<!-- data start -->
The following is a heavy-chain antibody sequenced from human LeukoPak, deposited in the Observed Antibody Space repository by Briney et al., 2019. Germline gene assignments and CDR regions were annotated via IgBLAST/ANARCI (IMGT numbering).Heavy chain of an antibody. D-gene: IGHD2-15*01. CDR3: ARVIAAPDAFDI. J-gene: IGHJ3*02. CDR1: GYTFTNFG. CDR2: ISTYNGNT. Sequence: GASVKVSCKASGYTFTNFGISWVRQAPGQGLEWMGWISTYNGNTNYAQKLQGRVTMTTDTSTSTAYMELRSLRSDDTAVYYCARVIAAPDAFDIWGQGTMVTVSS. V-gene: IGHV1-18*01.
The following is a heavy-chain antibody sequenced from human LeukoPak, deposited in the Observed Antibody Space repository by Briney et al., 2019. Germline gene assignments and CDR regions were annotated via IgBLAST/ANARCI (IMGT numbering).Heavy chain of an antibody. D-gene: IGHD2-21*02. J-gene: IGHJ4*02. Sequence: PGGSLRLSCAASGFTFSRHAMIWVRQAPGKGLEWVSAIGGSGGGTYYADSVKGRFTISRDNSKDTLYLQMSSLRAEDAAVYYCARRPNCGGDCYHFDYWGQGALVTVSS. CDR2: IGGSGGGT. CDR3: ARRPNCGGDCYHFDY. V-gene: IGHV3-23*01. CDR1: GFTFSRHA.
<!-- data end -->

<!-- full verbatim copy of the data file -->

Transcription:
The following is a heavy-chain antibody sequenced from human LeukoPak, deposited in the Observed Antibody Space repository by Briney et al., 2019. Germline gene assignments and CDR regions were annotated via IgBLAST/ANARCI (IMGT numbering).Heavy chain of an antibody. D-gene: IGHD2-15*01. CDR3: ARVIAAPDAFDI. J-gene: IGHJ3*02. CDR1: GYTFTNFG. CDR2: ISTYNGNT. Sequence: GASVKVSCKASGYTFTNFGISWVRQAPGQGLEWMGWISTYNGNTNYAQKLQGRVTMTTDTSTSTAYMELRSLRSDDTAVYYCARVIAAPDAFDIWGQGTMVTVSS. V-gene: IGHV1-18*01.
The following is a heavy-chain antibody sequenced from human LeukoPak, deposited in the Observed Antibody Space repository by Briney et al., 2019. Germline gene assignments and CDR regions were annotated via IgBLAST/ANARCI (IMGT numbering).Heavy chain of an antibody. D-gene: IGHD2-21*02. J-gene: IGHJ4*02. Sequence: PGGSLRLSCAASGFTFSRHAMIWVRQAPGKGLEWVSAIGGSGGGTYYADSVKGRFTISRDNSKDTLYLQMSSLRAEDAAVYYCARRPNCGGDCYHFDYWGQGALVTVSS. CDR2: IGGSGGGT. CDR3: ARRPNCGGDCYHFDY. V-gene: IGHV3-23*01. CDR1: GFTFSRHA.